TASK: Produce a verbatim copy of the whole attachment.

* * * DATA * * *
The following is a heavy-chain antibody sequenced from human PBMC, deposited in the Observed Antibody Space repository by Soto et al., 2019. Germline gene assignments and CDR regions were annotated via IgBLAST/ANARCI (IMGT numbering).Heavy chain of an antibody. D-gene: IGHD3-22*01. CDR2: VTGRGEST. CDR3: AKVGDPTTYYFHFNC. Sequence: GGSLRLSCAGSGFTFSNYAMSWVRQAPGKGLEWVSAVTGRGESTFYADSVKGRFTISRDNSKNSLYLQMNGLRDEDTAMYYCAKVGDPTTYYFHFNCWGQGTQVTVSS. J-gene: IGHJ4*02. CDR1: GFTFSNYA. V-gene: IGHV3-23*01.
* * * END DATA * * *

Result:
The following is a heavy-chain antibody sequenced from human PBMC, deposited in the Observed Antibody Space repository by Soto et al., 2019. Germline gene assignments and CDR regions were annotated via IgBLAST/ANARCI (IMGT numbering).Heavy chain of an antibody. D-gene: IGHD3-22*01. CDR2: VTGRGEST. CDR3: AKVGDPTTYYFHFNC. Sequence: GGSLRLSCAGSGFTFSNYAMSWVRQAPGKGLEWVSAVTGRGESTFYADSVKGRFTISRDNSKNSLYLQMNGLRDEDTAMYYCAKVGDPTTYYFHFNCWGQGTQVTVSS. J-gene: IGHJ4*02. CDR1: GFTFSNYA. V-gene: IGHV3-23*01.